The Bedroom Tax Is A Tax, No Matter What The Tories Say – Guy Debord’s Cat


Vox Political has demonstrated very clearly the point made in the title of this Guy Debord’s Cat article – many times. However, it contains appealing aspects and is worth perusal. For example:

The so-called Spare Room Subsidy, which is more accurately termed “The Bedroom Tax”, is an example of [Tory] cruelty. However the term “Spare Room Subsidy” itself is indicative of their ignorance. Since when was a charge for something considered a ‘subsidy’?

The Oxford English Dictionary describes a subsidy as:

A sum of money granted by the state or a public body to help an industry or business keep the price of a commodity or service low.

An example of this would be

a farm subsidy

Does the Bedroom Tax sound like a “subsidy” to you? No, it doesn’t sound like one to me either.

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4 thoughts on “The Bedroom Tax Is A Tax, No Matter What The Tories Say – Guy Debord’s Cat

  1. Lynn Dye

    Mike, as I learnt it from the speye blog last year, the correct term in the legislature was under occupancy penalty, but the Tories thought it would put them in a better light if they were to call it the removal of the spare room subsidy. But this was a nonsense because there was no such thing as a spare room subsidy in the first place, for them to remove! But you are right – many Tories are arguing it’s not a tax, it’s a spare room subsidy, and any that say this obviously don’t know what a subsidy is.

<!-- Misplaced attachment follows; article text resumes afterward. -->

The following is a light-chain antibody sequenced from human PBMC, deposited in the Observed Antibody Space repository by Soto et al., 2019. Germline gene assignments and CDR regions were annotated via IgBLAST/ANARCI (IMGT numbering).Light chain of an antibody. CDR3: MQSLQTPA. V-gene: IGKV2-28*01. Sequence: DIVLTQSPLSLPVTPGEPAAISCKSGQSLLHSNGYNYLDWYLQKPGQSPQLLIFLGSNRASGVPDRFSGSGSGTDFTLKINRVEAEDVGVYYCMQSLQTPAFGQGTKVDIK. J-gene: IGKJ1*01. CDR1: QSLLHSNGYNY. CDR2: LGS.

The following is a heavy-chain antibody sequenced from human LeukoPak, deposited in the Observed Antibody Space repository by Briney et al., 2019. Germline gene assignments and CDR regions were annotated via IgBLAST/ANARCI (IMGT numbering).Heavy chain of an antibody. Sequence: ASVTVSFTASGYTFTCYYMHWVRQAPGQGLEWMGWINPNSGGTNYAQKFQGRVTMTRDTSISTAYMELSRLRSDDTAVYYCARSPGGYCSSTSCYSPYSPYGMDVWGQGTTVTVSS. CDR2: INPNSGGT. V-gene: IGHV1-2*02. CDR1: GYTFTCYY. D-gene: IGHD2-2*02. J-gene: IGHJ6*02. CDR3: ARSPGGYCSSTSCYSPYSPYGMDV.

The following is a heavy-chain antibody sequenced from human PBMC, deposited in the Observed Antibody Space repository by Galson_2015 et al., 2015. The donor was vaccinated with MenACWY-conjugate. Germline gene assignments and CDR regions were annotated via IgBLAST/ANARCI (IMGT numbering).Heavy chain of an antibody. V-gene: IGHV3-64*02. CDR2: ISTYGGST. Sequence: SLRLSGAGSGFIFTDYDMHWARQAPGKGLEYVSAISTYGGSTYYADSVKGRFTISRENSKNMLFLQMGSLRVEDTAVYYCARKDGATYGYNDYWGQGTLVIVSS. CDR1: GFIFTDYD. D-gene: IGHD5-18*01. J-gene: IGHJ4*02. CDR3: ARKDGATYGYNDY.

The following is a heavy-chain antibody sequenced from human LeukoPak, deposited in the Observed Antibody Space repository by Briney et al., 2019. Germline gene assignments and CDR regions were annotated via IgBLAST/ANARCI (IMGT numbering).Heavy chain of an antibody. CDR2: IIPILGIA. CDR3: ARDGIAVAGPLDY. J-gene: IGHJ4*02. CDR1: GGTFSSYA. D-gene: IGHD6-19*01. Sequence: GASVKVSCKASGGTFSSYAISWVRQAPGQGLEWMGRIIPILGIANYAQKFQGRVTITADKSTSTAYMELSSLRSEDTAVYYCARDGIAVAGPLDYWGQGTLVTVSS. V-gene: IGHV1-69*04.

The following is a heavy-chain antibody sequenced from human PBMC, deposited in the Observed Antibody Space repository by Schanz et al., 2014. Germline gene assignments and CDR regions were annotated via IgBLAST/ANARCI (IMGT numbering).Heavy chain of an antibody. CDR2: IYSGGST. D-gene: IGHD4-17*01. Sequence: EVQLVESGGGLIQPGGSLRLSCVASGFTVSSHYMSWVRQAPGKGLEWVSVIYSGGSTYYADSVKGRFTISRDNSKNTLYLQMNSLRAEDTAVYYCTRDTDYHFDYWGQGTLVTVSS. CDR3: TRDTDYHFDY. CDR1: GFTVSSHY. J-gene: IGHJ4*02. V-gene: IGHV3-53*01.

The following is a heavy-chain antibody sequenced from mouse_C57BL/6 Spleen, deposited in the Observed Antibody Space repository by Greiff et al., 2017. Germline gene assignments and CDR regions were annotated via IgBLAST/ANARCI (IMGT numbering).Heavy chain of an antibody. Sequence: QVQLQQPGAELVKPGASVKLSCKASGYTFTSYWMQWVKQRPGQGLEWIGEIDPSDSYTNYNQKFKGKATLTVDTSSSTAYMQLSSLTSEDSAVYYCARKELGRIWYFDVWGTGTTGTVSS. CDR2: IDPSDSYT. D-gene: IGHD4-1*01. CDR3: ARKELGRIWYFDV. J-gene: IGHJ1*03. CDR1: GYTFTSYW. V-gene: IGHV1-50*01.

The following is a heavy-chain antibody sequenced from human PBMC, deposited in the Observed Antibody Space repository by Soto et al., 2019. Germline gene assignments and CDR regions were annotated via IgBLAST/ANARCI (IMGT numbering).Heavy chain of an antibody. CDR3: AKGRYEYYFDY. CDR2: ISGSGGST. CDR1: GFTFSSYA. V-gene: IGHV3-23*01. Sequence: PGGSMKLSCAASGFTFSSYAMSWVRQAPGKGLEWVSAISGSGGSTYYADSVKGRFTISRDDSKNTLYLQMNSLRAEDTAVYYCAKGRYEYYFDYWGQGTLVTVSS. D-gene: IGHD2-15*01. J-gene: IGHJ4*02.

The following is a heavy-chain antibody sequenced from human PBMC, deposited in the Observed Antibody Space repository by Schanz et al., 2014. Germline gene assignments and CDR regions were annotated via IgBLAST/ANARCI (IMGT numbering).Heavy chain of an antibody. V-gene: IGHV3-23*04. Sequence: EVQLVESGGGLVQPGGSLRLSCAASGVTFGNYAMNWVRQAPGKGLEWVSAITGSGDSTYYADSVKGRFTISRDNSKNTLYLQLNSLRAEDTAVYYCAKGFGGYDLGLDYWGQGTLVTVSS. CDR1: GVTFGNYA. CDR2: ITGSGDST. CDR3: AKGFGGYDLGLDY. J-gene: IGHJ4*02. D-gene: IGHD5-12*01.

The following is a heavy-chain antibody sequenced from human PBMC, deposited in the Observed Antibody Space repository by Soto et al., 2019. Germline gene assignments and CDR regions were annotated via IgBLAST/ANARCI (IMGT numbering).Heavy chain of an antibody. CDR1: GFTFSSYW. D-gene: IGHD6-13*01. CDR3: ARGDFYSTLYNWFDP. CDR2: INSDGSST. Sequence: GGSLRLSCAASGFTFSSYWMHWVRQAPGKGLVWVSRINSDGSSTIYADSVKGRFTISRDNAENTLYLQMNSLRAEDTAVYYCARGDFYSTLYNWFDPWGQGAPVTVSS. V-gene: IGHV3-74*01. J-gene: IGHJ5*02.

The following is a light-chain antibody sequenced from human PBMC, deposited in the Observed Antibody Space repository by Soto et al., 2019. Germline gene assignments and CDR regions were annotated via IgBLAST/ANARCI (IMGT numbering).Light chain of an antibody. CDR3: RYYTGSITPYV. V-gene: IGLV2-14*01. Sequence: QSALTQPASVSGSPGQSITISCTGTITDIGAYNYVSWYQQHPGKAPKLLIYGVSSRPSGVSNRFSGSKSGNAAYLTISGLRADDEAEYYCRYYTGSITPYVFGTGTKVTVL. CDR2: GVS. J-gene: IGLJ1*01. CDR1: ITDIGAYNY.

1. Mike Sivier Post author

      You’re absolutely right – and this blog has mentioned many times – that the correct term is the State Under-Occupancy Charge (or penalty, as you put it). Even this is a misnomer, though – nobody had ever been told, before the charge was imposed, that they may be penalised for using less of a property than the state demanded so it was wrong for the state to do so. As it was not a condition set down in their terms of occupancy, it is justifiable to say this charge is a tax levied on the affected tenants after the event. The fact that it is a colloquial term, rather than what was set down in the statute books, is neither here nor there.

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